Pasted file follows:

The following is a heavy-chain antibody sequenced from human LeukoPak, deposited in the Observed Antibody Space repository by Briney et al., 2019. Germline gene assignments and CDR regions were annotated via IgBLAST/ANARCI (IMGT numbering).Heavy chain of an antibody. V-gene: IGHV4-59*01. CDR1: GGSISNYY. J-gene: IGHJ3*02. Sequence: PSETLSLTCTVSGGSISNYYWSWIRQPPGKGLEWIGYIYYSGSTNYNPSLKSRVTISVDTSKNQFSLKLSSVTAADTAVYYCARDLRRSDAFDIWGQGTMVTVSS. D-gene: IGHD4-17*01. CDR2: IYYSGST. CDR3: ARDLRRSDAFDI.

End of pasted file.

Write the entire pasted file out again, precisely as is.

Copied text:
The following is a heavy-chain antibody sequenced from human LeukoPak, deposited in the Observed Antibody Space repository by Briney et al., 2019. Germline gene assignments and CDR regions were annotated via IgBLAST/ANARCI (IMGT numbering).Heavy chain of an antibody. V-gene: IGHV4-59*01. CDR1: GGSISNYY. J-gene: IGHJ3*02. Sequence: PSETLSLTCTVSGGSISNYYWSWIRQPPGKGLEWIGYIYYSGSTNYNPSLKSRVTISVDTSKNQFSLKLSSVTAADTAVYYCARDLRRSDAFDIWGQGTMVTVSS. D-gene: IGHD4-17*01. CDR2: IYYSGST. CDR3: ARDLRRSDAFDI.